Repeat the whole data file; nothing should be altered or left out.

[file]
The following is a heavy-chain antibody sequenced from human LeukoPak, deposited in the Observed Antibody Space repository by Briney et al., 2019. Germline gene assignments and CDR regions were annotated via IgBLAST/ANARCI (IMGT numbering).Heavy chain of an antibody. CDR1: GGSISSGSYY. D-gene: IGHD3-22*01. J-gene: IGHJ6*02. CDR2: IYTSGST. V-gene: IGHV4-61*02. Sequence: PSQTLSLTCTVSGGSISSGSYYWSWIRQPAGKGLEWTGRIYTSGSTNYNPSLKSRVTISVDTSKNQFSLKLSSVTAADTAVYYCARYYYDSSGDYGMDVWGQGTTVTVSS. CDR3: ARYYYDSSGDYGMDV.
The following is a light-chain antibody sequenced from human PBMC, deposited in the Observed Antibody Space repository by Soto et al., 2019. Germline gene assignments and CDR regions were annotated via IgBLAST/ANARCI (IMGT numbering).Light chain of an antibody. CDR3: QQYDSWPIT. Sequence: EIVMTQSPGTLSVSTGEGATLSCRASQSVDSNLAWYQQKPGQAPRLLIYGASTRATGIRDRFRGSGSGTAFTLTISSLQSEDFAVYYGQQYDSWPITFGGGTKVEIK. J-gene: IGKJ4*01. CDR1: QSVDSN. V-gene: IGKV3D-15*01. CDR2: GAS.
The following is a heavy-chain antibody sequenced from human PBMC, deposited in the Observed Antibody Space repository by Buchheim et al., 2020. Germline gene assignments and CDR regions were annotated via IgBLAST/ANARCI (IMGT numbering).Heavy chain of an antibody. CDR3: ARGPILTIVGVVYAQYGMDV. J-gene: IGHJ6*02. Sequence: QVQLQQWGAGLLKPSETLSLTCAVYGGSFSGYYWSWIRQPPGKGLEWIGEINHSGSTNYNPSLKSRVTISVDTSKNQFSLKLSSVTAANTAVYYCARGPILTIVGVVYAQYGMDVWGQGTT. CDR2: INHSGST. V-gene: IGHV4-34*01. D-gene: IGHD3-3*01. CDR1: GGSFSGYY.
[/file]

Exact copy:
The following is a heavy-chain antibody sequenced from human LeukoPak, deposited in the Observed Antibody Space repository by Briney et al., 2019. Germline gene assignments and CDR regions were annotated via IgBLAST/ANARCI (IMGT numbering).Heavy chain of an antibody. CDR1: GGSISSGSYY. D-gene: IGHD3-22*01. J-gene: IGHJ6*02. CDR2: IYTSGST. V-gene: IGHV4-61*02. Sequence: PSQTLSLTCTVSGGSISSGSYYWSWIRQPAGKGLEWTGRIYTSGSTNYNPSLKSRVTISVDTSKNQFSLKLSSVTAADTAVYYCARYYYDSSGDYGMDVWGQGTTVTVSS. CDR3: ARYYYDSSGDYGMDV.
The following is a light-chain antibody sequenced from human PBMC, deposited in the Observed Antibody Space repository by Soto et al., 2019. Germline gene assignments and CDR regions were annotated via IgBLAST/ANARCI (IMGT numbering).Light chain of an antibody. CDR3: QQYDSWPIT. Sequence: EIVMTQSPGTLSVSTGEGATLSCRASQSVDSNLAWYQQKPGQAPRLLIYGASTRATGIRDRFRGSGSGTAFTLTISSLQSEDFAVYYGQQYDSWPITFGGGTKVEIK. J-gene: IGKJ4*01. CDR1: QSVDSN. V-gene: IGKV3D-15*01. CDR2: GAS.
The following is a heavy-chain antibody sequenced from human PBMC, deposited in the Observed Antibody Space repository by Buchheim et al., 2020. Germline gene assignments and CDR regions were annotated via IgBLAST/ANARCI (IMGT numbering).Heavy chain of an antibody. CDR3: ARGPILTIVGVVYAQYGMDV. J-gene: IGHJ6*02. Sequence: QVQLQQWGAGLLKPSETLSLTCAVYGGSFSGYYWSWIRQPPGKGLEWIGEINHSGSTNYNPSLKSRVTISVDTSKNQFSLKLSSVTAANTAVYYCARGPILTIVGVVYAQYGMDVWGQGTT. CDR2: INHSGST. V-gene: IGHV4-34*01. D-gene: IGHD3-3*01. CDR1: GGSFSGYY.